Racism in Australia’s Healthcare System

On 28 June 2022, in a Guardian article titled Deadly combination’: unpicking race’s role in three separate tragedies, reporters Joe Hinchliffe and Jane Lee unpack the role played by race and cultural bias in the deaths of three children under hospital supervision.

In these cases several doctors have noted that all three occurred to families from the Indian subcontinent and spoke more broadly of a “deadly combination” of factors, including ethnicity and culture, that is being magnified in a healthcare system buckling under the immense pressure of the pandemic.

In the same article Race Discrimination Commissioner, Chin Tan, says systemic racism within the health sector is undermining access to services, diagnoses, treatment and care. 

Individual healthcare workers “may be well intentioned”, Mr Tan says, but “unconscious bias or a lack of cultural understanding and sensitivity” means people from culturally and linguistically diverse backgrounds are not always provided with appropriate care.

Venkata Chandra Lanka is one the parents quoted in the article. Venkata Chandra Lanka says “there is a different kind of racism in the picture here, where no one says anything to you but your concerns are ignored.”

Racism in Western Sydney public hospitals  

Between 2018 and 2022, within Western Sydney Local Health District (WSLHD), similar concerns about being ignored, not being listened to and slow staff responses to rapid clinical deterioration have been repeatedly expressed following the death of 27 year of Sydney Dr. Malay Rana at Westmead Hospital in April 2015 , the death of 3 year old Sydney girl Caitlin Cruz at Westmead Hospital in October 2016 and the death of 21 year old Sydney woman Dua following a discharge from Blacktown Hospital in February this year .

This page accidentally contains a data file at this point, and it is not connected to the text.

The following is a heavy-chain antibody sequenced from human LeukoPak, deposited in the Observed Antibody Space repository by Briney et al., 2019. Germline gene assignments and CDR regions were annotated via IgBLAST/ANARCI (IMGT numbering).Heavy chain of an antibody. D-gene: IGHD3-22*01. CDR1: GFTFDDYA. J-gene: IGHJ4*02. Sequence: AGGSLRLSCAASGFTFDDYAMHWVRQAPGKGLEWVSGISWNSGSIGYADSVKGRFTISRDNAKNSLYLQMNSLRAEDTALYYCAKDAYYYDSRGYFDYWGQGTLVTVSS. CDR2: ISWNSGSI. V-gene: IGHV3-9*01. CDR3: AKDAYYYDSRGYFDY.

Disturbingly, all of these deaths occurred in patients from a multicultural background.

Further, in the past decade, there have been several reports highlighting similar systemic concerns with poor communication, poor patient experiences, slow responses to rapidly deteriorating patients, poor standards of care and multiple avoidable deaths in hospitals within WSLHD.

In November 2012, an article in Canberra Times featured DAMNING internal reports into 85 deaths at WSLHD Hospitals over two years that had revealed that at least 49 of the patients did not receive adequate care. The reports identified poor communication, slow responses to rapidly deteriorating patients and poor standards of care as significant contributors to avoid deaths of these patients.

In May 2021, Bureau of Health Information figures released in a Sydney Morning Herald article showed that hospital emergency departments in Sydney’s west and south-west scored the lowest in NSW on a patient satisfaction survey, with Blacktown, Westmead and Liverpool hospitals among the under performers.

Community concerns about care in  Western Sydney hospitals 

Western Sydney is home to a large multicultural community. This disturbing pattern of being ignored, not being listened to, poor patient experiences, poor care and multiple avoidable deaths only reflect Race Discrimination Commissioner, Chin Tan concerns about systemic racism within the health sector undermining access to timely services, diagnoses, treatment.

On 12 October 2022, Dr Rateb Jneid, President of the Australian Federation of Islamic Councils (AFIC), wrote to WSLHD Community and Consumer Partnerships. (WSLHD – CCP) to highlight increasing community concerns about the quality and safety of healthcare in the district.

In his letter, Dr Jneid noted that AFIC has been privy to some troubling stories from consumers and carers about being inappropriately discharged home with life threatening conditions, carers not being heard, their concerns being disregarded and being verbally and physically abused by staff at WSLHD. AFIC awaits a response from WSLHD – CCP.

Western Sydney  residents continue to be concerned about  systemic racism within hospitals in Western Sydney undermining their timely access to timely services, diagnoses, treatment.

In light of the impending elections, AMUST will continue to feature a series of articles with interviews with political, community leaders and stakeholders within Western Sydney healthcare sector. These articles will seek to highlight the challenges faced by residents of Western Sydney in accessing high quality healthcare. 

They will also explore potential solution to address them.